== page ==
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Cisco acquires ThousandEyes to make deeper push into software


Cisco CEO Chuck Robbins holds a conference at the Mobile World Congress in Barcelona, Spain, on February 27, 2019.

Joan Cros | NurPhoto | Getty Images

Cisco continued its software acquisition spree, announcing on Thursday the purchase of ThousandEyes, whose technology helps companies monitor their network for outages. Terms of the deal weren’t disclosed but Bloomberg reported earlier that the purchase price would be about $1 billion.

Since Chuck Robbins was named Cisco’s CEO in 2015, the company has been focused on expanding its portfolio of cloud-based software so it can cater to companies that are moving away from their own data center and into more distributed environments. 

ThousandEyes will be part of Cisco’s new Networking Services business unit, which is run by Todd Nightingale, the company said in the release. The purchase follow’s Cisco’s 2017 acquisition of AppDynamics for $3.7 billion, which brought in software that helps companies monitor apps for bugs and quickly fix them.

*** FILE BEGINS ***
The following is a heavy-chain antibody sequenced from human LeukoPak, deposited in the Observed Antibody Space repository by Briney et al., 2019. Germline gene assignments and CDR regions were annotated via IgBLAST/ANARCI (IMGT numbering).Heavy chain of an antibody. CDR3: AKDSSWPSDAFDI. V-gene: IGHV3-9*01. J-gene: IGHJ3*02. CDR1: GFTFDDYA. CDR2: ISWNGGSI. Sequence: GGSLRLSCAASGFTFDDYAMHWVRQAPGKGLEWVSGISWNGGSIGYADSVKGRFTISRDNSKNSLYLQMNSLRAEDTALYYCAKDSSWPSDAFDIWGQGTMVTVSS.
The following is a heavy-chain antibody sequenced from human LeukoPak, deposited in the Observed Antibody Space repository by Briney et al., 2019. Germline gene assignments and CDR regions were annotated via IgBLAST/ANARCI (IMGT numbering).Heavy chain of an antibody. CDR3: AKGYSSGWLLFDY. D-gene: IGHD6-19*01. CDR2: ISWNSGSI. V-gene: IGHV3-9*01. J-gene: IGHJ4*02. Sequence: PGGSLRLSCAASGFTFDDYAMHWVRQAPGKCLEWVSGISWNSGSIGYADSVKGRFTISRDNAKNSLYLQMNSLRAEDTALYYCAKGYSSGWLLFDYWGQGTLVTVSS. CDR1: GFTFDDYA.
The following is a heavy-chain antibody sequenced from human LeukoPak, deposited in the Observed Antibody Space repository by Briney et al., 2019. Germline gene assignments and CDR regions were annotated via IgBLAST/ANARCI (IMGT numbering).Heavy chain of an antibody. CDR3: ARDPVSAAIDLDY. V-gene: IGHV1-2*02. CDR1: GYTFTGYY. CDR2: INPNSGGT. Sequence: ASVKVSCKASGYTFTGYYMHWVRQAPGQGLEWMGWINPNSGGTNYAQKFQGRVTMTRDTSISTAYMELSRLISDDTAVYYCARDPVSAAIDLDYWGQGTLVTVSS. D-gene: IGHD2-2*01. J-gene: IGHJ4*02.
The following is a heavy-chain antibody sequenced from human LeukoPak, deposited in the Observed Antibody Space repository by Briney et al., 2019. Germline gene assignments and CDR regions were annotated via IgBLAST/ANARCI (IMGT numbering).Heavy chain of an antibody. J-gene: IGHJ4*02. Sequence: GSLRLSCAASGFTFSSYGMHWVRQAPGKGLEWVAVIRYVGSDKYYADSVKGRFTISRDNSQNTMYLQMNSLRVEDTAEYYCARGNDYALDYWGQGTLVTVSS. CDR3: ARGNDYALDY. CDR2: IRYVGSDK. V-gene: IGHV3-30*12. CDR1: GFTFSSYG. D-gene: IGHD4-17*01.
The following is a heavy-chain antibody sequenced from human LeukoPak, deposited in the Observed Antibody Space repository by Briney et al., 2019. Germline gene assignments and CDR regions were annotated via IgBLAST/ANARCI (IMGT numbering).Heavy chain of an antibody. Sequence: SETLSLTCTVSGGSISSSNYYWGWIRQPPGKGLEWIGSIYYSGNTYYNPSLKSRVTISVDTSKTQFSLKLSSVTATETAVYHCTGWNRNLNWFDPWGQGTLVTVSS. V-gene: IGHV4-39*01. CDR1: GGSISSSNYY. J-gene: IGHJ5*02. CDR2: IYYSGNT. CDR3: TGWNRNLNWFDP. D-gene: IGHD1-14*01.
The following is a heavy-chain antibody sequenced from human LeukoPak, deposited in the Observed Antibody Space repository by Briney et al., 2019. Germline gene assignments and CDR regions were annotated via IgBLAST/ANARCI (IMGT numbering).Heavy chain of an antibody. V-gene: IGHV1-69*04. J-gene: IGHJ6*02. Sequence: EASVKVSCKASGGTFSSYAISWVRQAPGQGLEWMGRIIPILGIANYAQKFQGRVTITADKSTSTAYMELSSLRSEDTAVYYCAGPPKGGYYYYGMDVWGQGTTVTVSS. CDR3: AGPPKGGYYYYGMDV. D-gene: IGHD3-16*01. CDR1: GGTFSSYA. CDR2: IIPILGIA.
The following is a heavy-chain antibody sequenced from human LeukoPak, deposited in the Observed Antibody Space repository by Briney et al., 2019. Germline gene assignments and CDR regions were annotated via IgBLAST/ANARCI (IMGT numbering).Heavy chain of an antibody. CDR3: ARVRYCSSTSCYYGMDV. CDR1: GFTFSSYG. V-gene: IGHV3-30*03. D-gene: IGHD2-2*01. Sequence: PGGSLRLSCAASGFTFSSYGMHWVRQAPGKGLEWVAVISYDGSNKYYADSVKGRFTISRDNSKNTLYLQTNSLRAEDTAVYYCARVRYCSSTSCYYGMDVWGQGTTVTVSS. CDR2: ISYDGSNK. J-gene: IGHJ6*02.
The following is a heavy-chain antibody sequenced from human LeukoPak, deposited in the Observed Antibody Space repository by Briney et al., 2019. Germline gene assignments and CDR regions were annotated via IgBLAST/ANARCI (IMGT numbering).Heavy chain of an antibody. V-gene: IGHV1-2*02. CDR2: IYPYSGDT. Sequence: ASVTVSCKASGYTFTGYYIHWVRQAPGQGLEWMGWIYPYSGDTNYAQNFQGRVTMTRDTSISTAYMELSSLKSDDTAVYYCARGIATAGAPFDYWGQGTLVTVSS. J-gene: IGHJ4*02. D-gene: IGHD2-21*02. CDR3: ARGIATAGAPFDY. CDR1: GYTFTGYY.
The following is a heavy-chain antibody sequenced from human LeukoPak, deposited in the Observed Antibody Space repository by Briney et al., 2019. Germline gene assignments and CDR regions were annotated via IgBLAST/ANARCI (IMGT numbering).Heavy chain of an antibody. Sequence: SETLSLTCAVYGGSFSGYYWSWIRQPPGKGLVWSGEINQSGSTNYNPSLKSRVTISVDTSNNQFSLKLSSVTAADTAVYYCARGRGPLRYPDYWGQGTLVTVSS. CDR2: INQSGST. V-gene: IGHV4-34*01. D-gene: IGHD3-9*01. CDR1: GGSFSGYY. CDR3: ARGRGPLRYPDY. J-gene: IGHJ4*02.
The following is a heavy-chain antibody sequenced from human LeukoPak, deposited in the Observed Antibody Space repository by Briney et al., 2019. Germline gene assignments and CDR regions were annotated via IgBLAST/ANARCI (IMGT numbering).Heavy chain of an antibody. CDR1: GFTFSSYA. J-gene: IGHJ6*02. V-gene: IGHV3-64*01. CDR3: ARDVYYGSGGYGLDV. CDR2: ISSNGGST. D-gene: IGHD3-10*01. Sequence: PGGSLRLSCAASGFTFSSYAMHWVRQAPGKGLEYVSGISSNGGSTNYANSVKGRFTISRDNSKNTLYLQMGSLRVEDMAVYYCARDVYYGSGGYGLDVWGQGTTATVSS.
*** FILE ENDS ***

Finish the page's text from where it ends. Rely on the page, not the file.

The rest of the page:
“Cisco will incorporate ThousandEyes’ capabilities across Cisco’s core Enterprise Networking and Cloud, and AppDynamics portfolios to enhance visibility across the enterprise, internet and the cloud,” the statement said.

In addition to AppDynamics, Cisco’s prior software deals include the $2.35 billion purchase of Duo Security in 2018, to bulk up in the authentication space, and the $1.9 billion acquisition of Broadsoft in 2017, to add technology for contact centers.

ThousandEyes says its customers include Microsoft, Slack, PayPal and Lyft. Its venture investors included GV (formerly Google Ventures), Salesforce Ventures and Sequoia.

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